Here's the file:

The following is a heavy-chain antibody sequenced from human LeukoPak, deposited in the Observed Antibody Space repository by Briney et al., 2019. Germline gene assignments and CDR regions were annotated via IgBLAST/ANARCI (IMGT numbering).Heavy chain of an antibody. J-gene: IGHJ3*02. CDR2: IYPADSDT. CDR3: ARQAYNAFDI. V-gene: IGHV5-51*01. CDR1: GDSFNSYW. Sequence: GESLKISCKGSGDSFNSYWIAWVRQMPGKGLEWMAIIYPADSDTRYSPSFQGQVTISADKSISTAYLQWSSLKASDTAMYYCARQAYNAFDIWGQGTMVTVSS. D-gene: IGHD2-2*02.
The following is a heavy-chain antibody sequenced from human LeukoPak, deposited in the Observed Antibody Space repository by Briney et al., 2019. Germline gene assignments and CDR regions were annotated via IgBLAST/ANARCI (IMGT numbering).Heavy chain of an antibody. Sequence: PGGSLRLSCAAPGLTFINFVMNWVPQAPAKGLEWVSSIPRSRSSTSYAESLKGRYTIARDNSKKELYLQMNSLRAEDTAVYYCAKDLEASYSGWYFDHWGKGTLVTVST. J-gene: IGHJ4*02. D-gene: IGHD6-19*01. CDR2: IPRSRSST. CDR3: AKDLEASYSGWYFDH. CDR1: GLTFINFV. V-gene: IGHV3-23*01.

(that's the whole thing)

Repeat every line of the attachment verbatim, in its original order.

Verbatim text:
The following is a heavy-chain antibody sequenced from human LeukoPak, deposited in the Observed Antibody Space repository by Briney et al., 2019. Germline gene assignments and CDR regions were annotated via IgBLAST/ANARCI (IMGT numbering).Heavy chain of an antibody. J-gene: IGHJ3*02. CDR2: IYPADSDT. CDR3: ARQAYNAFDI. V-gene: IGHV5-51*01. CDR1: GDSFNSYW. Sequence: GESLKISCKGSGDSFNSYWIAWVRQMPGKGLEWMAIIYPADSDTRYSPSFQGQVTISADKSISTAYLQWSSLKASDTAMYYCARQAYNAFDIWGQGTMVTVSS. D-gene: IGHD2-2*02.
The following is a heavy-chain antibody sequenced from human LeukoPak, deposited in the Observed Antibody Space repository by Briney et al., 2019. Germline gene assignments and CDR regions were annotated via IgBLAST/ANARCI (IMGT numbering).Heavy chain of an antibody. Sequence: PGGSLRLSCAAPGLTFINFVMNWVPQAPAKGLEWVSSIPRSRSSTSYAESLKGRYTIARDNSKKELYLQMNSLRAEDTAVYYCAKDLEASYSGWYFDHWGKGTLVTVST. J-gene: IGHJ4*02. D-gene: IGHD6-19*01. CDR2: IPRSRSST. CDR3: AKDLEASYSGWYFDH. CDR1: GLTFINFV. V-gene: IGHV3-23*01.